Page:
“I’m tired all the time.”
“I have no energy.”
“I’m too tired to go to the gym.”
“I need a nap.”
Walking around in a fog seems like standard operating procedure nowadays. No matter how common it is, though, feeling exhausted, low energy, or sleepy all the time is not normal. It’s always a sign that something else is going on.
Tiredness, Sleepiness, Fatigue: What’s the Difference?
What does it mean when someone says, “I’m tired all the time?” Are they falling asleep at their desk? Do they need to take an afternoon nap in order to function in the evening? Perhaps they feel too wiped out to exercise or even get off the couch?
Colloquially, we use the word “tired” to describe the subjective experiences of both sleepiness and fatigue. “Sleepiness” is the familiar experience of needing sleep due to sleep debt. We all know what this feels like.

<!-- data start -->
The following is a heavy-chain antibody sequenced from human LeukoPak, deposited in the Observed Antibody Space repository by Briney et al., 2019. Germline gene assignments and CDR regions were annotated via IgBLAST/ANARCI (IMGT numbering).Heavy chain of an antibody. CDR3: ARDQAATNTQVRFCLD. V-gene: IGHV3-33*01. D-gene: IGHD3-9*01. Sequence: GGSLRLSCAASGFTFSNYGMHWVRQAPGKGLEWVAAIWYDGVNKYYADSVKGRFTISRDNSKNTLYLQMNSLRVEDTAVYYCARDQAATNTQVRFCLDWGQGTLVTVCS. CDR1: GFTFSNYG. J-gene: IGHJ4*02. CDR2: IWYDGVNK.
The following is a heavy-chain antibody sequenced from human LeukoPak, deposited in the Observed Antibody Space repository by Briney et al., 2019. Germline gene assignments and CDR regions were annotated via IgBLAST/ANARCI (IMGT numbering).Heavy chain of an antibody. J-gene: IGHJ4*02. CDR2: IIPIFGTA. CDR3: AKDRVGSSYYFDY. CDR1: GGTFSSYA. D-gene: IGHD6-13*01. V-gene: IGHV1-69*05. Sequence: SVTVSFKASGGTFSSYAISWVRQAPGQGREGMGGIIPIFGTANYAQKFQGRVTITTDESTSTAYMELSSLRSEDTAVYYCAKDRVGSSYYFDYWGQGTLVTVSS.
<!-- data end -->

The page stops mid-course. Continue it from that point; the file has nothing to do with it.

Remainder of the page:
Tracking certain things makes sense, if you go for that sort of thing. Tracking step count is hard without a device. No one’s going to count every step they take in their head. You’d quickly go mad doing that. Same with pulse rate and heart rate variability—you could count the number of beats for 30 seconds and double it to get BPM, but that gets unwieldy after awhile and HRV requires a special device. But tracking sleep? On the surface, sleep tracking seems futile and pointless. If there’s anything you should know intuitively without having to measure, it should be whether or not you got a good night’s sleep. You wake up and see how you feel.
Are you groggy? Irritable? Did you just crack an egg into the coffee maker, brush your teeth with light roast beans, kiss your dog good morning and let your spouse out to pee? You probably didn’t sleep very well.
Are you rested? Full of vim and vigor? Can you perform basic bodily functions without requiring a mug of coffee first thing? You probably slept fine.